Jim Backus: Gilligan was ''way ahead of Batman''
The Millionaire stood up for Gilligan's Island
Stranded on that island, everybody had different levels of authority that they brought over from their past lives. The Skipper had nautical know-how, so he was useful in figuring out what to do. The professor was smart with technology, so he could build all sorts of inventions to try for rescue. But, the person who had the most life experience was undoubtedly Thurston Howell III, the Millionaire. Sure, his money meant he had very little perspective, but he was old! He'd seen a lot! And an island of castaways needs its elders.
Jim Backus, the actor who played Thurston Howell III, was already familiar to viewers. Or, at the very least, Backus' voice might have rang some bells. He voiced Mr. Magoo in the same-named cartoons, beginning in 1949. In addition, Backus famously played James Dean's father in the teenage drama Rebel Without a Cause.
So just like the Millionaire brought experience and scruples with him to Gilligan's Island, Backus brought with him the audience's trust and his impressive résumé as a veteran actor.
Backus would become a de facto spokesperson for the Gilligan's Island cast and crew on more than one occasion. While Bob Denver was undoubtedly the star, Backus, as an actor, had weathered many a Hollywood storm, and was an effective pundit in advocating for the show, and selling it to the audience.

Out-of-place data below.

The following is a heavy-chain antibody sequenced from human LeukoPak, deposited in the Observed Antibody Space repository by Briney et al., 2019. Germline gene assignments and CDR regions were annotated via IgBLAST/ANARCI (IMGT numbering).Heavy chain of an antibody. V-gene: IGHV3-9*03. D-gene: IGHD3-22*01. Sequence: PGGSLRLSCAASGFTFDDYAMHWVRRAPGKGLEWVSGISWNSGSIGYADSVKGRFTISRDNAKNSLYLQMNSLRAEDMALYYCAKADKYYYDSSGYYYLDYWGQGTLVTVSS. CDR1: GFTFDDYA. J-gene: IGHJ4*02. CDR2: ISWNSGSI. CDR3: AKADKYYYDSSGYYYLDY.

In March of 1966, the show was still airing its second season. The critical consensus contrasted wildly with the show's popularity. While audiences loved tuning in for Gilligan's mishaps, critics lambasted the show for being juvenile and inconsequential.
Luckily, Jim Backus was able to come to the rescue, defending Gilligan's Island to the New York Times News Service.
"Gilligan's Island was way ahead of Batman," said Backus.
"It's a put-on, a spoof. We were doing camp before the word became popular. But the critics reviewed it as though it were Playhouse 90. They weren't really reviews, they were character assassinations.
"Originally, nobody but the kids watched and, after the reviews, we were in great danger of being taken off the air. But then finally dear old dad, who was sitting there with his martini and not allowed by the kids to watch anything else, started laughing too. By sheer exposure, Gilligan's Island got an audience."